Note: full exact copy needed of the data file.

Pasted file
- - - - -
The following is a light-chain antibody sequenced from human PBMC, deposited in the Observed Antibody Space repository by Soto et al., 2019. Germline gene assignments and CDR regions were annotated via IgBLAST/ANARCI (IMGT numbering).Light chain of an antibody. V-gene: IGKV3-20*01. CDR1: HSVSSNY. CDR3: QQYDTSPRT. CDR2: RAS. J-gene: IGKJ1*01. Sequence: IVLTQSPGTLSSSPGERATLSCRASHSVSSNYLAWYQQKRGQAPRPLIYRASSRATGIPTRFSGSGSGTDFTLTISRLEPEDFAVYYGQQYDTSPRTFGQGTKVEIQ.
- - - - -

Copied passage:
The following is a light-chain antibody sequenced from human PBMC, deposited in the Observed Antibody Space repository by Soto et al., 2019. Germline gene assignments and CDR regions were annotated via IgBLAST/ANARCI (IMGT numbering).Light chain of an antibody. V-gene: IGKV3-20*01. CDR1: HSVSSNY. CDR3: QQYDTSPRT. CDR2: RAS. J-gene: IGKJ1*01. Sequence: IVLTQSPGTLSSSPGERATLSCRASHSVSSNYLAWYQQKRGQAPRPLIYRASSRATGIPTRFSGSGSGTDFTLTISRLEPEDFAVYYGQQYDTSPRTFGQGTKVEIQ.